Every night that I go into work at Hastings, I walk into the music department, look around for a few minutes, and almost always notice some multi-untalented guy going to town on the Rock Band drum set or guitar, and I think to myself, “Man, this is really annoying.”
Games like Rock Band and Guitar Hero have taken the glory – in a way – from true talent. Don’t get me wrong, I enjoy the games and find them to be a good way to kill time and enjoy a night with some friends. However, when people start going on about their “mad solo skills” because they can play the new downloadable Metallica CD on Guitar Hero, things get a bit irritating.
In light of the games, gamers are achieving a false sense of musicality, and also, for some reason, an inexplicable ability to flaunt it.
I’m sorry, but having a party and starting a videogame band called “Slayer 2, the Slain” does not mean you’re creative and musical talent is coursing through your veins. I don’t care if you can play “Raining Blood” on expert. If you can’t do it on the real thing, you can’t do it at all.
And so, I’m left to ask, when did video games become a substitute for real, genuine musical talent?
Instead of forking over almost $200 for the new Beatles Rock Band kit, why not put that money toward an actual guitar or drum kit and really do something with it? When did it become acceptable to consider busting out a solo on the X-Box 360 a “skill,” and why are these games replacing what should be a well-adapted hobby?
I know slamming those sticks down onto the plastic drum pads to Jimmy Eat World’s “The Middle” really shows some talent, but if you want to impress, do the real thing.
Or at least make the effort.
The satisfaction of being able to play the simplest song, even if not well, can be a near-triumphant feeling. Instead of being one of those who get three stars at the end of a song on Guitar Hero, be the person who can sit and play a song on an acoustic guitar without any trouble at all. I guarantee it will be time well-spent.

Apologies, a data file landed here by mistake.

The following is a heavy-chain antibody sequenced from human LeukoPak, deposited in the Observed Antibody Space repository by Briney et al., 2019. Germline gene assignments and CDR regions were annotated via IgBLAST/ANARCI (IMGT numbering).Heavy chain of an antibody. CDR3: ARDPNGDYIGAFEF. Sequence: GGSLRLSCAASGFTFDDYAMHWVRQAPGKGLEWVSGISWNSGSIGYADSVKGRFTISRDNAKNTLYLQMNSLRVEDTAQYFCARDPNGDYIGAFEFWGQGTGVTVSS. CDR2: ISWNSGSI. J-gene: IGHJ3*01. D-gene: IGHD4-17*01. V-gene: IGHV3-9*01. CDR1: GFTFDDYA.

And you’ll probably score a date, as well.
Even at UCA, the opportunity for musical progression is everywhere around campus, leaving students with an inexcusable amount of chances to learn how to play an instrument. Right in the center of campus, there’s an entire music department full of students and teachers that are using their talents in the education system and are likely to help (or at least point in the right direction) any student that asks.
Check out the UCA Community School of Music, which offers semester-based non-credit group or private lessons for all kinds of instruments – it’s about as inexpensive for formal lessons as you can get.
Not to mention that YouTube has thousands upon thousands of instructional videos uploaded for those wanting to learn, play or improve on any instrument.
Hobbies are running short in our technologically-overshadowed world, and the numbers of those willing to put time into talent are falling short.
If you’ve enough rhythm to play a song well on Rock Band, you’ve enough to try an actual musical instrument. Admittedly, the games can serve as a good training exercise; however, they do not provide genuine talent.